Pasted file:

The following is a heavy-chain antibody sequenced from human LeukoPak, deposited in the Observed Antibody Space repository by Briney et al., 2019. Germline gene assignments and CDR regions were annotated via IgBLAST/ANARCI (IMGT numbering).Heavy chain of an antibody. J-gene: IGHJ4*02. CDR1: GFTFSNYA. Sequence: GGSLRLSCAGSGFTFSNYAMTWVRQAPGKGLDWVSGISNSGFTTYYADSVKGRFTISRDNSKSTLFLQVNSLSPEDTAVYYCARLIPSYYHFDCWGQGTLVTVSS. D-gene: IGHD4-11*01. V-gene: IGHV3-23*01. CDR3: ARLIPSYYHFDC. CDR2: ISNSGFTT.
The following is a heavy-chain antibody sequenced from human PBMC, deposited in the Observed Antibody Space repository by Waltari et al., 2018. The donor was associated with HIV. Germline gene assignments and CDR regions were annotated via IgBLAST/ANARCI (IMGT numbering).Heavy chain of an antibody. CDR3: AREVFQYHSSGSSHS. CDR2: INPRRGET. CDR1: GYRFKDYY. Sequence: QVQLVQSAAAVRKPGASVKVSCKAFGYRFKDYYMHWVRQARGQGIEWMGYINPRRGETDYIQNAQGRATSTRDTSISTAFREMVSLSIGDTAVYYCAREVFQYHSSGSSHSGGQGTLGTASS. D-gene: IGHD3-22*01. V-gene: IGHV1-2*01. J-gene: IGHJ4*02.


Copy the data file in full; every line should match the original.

The following is a heavy-chain antibody sequenced from human LeukoPak, deposited in the Observed Antibody Space repository by Briney et al., 2019. Germline gene assignments and CDR regions were annotated via IgBLAST/ANARCI (IMGT numbering).Heavy chain of an antibody. J-gene: IGHJ4*02. CDR1: GFTFSNYA. Sequence: GGSLRLSCAGSGFTFSNYAMTWVRQAPGKGLDWVSGISNSGFTTYYADSVKGRFTISRDNSKSTLFLQVNSLSPEDTAVYYCARLIPSYYHFDCWGQGTLVTVSS. D-gene: IGHD4-11*01. V-gene: IGHV3-23*01. CDR3: ARLIPSYYHFDC. CDR2: ISNSGFTT.
The following is a heavy-chain antibody sequenced from human PBMC, deposited in the Observed Antibody Space repository by Waltari et al., 2018. The donor was associated with HIV. Germline gene assignments and CDR regions were annotated via IgBLAST/ANARCI (IMGT numbering).Heavy chain of an antibody. CDR3: AREVFQYHSSGSSHS. CDR2: INPRRGET. CDR1: GYRFKDYY. Sequence: QVQLVQSAAAVRKPGASVKVSCKAFGYRFKDYYMHWVRQARGQGIEWMGYINPRRGETDYIQNAQGRATSTRDTSISTAFREMVSLSIGDTAVYYCAREVFQYHSSGSSHSGGQGTLGTASS. D-gene: IGHD3-22*01. V-gene: IGHV1-2*01. J-gene: IGHJ4*02.